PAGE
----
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Study: Runway runoff degrades water quality

By Brooks Hays
Anywhere there's de-icing going on, researchers say, groundwater may be getting robbed of oxygen. File photo by Bill Greenblatt/UPI
Anywhere there's de-icing going on, researchers say, groundwater may be getting robbed of oxygen. File photo by Bill Greenblatt/UPI | License Photo

JENA, Germany, April 29 (UPI) -- Groundwater near the airport runway in Oslo, Norway, lacks oxygen, and the soil there is degraded. According to new research, these conditions are likely present anywhere airplanes are frequently de-iced.

As the winter's snow mounds melt into the soil, they take along contaminants that have accumulated all winter long. Along the edges of airport runways, melting snowbanks contain the chemicals that make up de-icing agents -- propylene glycol, potassium formate and others.

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As a new study out of Germany showed, these pollutants diminish the amount of oxygen in groundwater and erode soil quality.

Scientists from the University of Jena acknowledge that soil works well to filter and disarm many pollutants, including de-icing chemicals. But the microorganisms that break down invading chemicals must work overtime to perform their cleanup duties, robbing groundwater of oxygen.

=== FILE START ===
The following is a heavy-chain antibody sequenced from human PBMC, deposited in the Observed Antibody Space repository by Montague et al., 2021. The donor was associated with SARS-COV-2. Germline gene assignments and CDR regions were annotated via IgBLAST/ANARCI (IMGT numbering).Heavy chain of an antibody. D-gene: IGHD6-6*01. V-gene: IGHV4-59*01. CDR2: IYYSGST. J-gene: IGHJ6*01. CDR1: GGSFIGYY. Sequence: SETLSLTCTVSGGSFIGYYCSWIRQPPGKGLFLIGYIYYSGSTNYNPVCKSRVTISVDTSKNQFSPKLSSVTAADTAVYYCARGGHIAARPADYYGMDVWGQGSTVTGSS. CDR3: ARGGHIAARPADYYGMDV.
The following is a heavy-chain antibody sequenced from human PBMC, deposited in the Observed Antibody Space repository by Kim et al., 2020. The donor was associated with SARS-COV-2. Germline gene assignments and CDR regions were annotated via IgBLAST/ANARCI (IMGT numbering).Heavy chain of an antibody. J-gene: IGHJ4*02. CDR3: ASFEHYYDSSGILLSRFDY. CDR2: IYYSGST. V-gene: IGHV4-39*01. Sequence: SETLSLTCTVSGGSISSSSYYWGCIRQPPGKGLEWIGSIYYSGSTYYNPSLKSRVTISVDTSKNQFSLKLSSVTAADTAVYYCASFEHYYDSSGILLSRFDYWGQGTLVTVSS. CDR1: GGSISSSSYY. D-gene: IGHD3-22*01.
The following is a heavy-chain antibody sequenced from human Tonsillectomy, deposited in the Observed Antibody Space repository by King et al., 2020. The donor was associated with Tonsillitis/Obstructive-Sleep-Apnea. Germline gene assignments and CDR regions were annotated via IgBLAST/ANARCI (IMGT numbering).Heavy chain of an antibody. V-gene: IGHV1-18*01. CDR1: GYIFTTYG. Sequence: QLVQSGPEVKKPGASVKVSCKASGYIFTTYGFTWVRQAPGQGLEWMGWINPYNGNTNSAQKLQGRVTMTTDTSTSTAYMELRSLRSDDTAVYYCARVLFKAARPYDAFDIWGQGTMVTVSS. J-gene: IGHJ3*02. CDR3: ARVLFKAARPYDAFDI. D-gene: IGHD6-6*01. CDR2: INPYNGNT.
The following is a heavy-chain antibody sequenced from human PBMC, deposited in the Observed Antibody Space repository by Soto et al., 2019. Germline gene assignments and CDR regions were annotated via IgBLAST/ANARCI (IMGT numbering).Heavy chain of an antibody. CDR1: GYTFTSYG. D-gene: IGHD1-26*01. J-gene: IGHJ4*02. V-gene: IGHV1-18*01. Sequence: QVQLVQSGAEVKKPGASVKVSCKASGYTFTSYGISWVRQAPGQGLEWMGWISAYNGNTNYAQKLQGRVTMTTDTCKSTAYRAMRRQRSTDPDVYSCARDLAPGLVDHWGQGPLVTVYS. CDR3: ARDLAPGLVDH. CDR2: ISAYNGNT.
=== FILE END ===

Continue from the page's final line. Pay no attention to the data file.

"The more of these substances they have to metabolize, the more oxygen they use for this," lead study author Heidi Lissner, a geoscientist at Jena, explained in a press release.

The subsequent lack of oxygen in the water, Lissner and her colleagues point out, causes iron and manganese oxides -- minerals that help stabilize soil structure -- to dissolve.

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As the soil and water samples collected by scientists proved, the meltwater pollutants not only rob the percolating water of oxygen, but also diminish soil quality. Researchers say the results could effect nearby aquifers, and that their findings speak not just to the airport in Oslo but to runways everywhere.

"Chemicals for de-icing aircrafts as well as runways are used wherever there is snow and ice in winter," added co-author Dr. Markus Wehrer, a hydrologist at Jena.

The study was published in the journal Environmental Science and Pollution Research.

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